In today’s world of modern technology various beeps, rings and other noises conveniently notify us of various happenings in our lives. They tell us when we have a text message or voicemail, when our food is done in the microwave, when our smoke detector batteries are low or even when our clothes are done in the dryer. We’ve probably all learned to adopt these into our everyday lives without even thinking twice about how they may be affecting our pets.

Surprisingly, what may be a modern convenience to us can be a frightening sound to dogs and cats. Some sounds can actually harm them also. For example, the piercing sound of a smoke detector beep when its batteries are low can hurt a dog’s sensitive ears and cause stress.

Common signs of stress include shaking, excessive drooling, barking or howling. Some pets may also hide and can lose bladder control. If your pet is showing any of these symptoms, the first thing you should do is to try and identify the cause. Watch your pet and keep notes on when and where his frightened behavior takes place. You’ll more than likely start to notice some patterns and commonalities.

Pets also thrive on regular routines so anything out of the ordinary in your house could be the culprit. Have you installed a new appliance like a dishwasher, microwave or refrigerator? Any of these can make new and different noises that cause stress to your pet. Even some of the new electronic washers and dryers play what seems like a harmless little tune when they have finished a cycle.

Stressful noises can happen when you are away too. Your pet could be calmly napping when the phone rings or the answering machine starts beeping. If you’re not home to help calm the pet, they may become destructive or even try to escape. Take measures to try to eliminate these noises (for example, you can turn the ringer off your phone before you leave) when you’re away or play relaxation CDs that can help calm your pet.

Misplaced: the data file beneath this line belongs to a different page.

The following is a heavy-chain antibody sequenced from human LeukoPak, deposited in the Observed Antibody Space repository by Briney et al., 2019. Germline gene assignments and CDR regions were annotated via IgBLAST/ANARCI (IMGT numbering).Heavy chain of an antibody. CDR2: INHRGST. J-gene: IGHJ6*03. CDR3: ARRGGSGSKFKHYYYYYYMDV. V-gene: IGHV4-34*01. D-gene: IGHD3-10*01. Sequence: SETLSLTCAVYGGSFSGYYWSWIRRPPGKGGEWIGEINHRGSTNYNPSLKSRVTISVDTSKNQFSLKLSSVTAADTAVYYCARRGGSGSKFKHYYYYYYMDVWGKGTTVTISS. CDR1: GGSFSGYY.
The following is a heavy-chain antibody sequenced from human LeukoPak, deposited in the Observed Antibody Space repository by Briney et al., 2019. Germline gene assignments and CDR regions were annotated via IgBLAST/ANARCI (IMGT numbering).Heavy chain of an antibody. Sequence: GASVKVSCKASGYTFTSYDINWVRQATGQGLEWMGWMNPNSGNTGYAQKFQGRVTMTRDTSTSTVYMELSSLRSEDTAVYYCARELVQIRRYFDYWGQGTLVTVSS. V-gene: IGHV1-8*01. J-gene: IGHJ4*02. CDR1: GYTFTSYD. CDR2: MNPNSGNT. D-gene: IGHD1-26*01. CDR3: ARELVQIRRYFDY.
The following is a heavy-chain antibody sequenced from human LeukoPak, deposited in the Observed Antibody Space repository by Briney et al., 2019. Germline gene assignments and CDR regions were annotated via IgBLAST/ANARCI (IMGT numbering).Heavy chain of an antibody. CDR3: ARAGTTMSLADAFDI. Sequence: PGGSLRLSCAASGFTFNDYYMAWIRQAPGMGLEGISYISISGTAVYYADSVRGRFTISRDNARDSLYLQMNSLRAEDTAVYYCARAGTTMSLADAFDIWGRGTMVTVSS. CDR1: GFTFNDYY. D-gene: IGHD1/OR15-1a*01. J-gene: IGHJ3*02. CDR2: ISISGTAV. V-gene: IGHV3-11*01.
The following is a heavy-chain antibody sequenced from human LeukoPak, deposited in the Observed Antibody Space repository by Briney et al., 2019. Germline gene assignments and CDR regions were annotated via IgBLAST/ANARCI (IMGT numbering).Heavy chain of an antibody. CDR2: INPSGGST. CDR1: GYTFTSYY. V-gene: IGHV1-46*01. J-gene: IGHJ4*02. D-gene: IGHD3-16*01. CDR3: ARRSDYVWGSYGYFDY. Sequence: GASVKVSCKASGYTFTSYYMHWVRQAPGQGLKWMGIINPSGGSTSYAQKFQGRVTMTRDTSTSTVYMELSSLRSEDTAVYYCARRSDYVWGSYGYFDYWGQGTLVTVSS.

It may be impossible to eliminate some noises in your household so in those cases anticipate them as much as possible and try to be near your pet when they occur. Talk in a soothing voice and pet them. Try not to overdo the attention though as this can reinforce bad behavior. Find a middle ground and distract your pet with a new game or a walk outside. You can also try putting your pet in a safe area with toys and a favorite blanket.

Also make sure your pet has an implanted chip and/or wears an identification tag. If he does take off when frightened you’ll have a much easier time recovering him.

Most of the time we all appreciate modern technology and the conveniences it brings but if it’s causing undue stress to your pet try to reduce the impact as much as possible. Pets do an amazing job of relaxing their owners and in some cases even lowering their owner’s blood pressure. Do the same for your pet and provide as much of a calming environment for them as possible. Your pet will thank you!

Dr. Patrick L. Paradis is a veterinarian and the owner of Woodburn Pet Hospital now offering advanced laser therapy. He has been practicing in Woodburn for more than 26 years and specializes in small animal general medicine and surgery, canine dentistry and orthopedic surgery. He can be reached at This email address is being protected from spambots. You need JavaScript enabled to view it..

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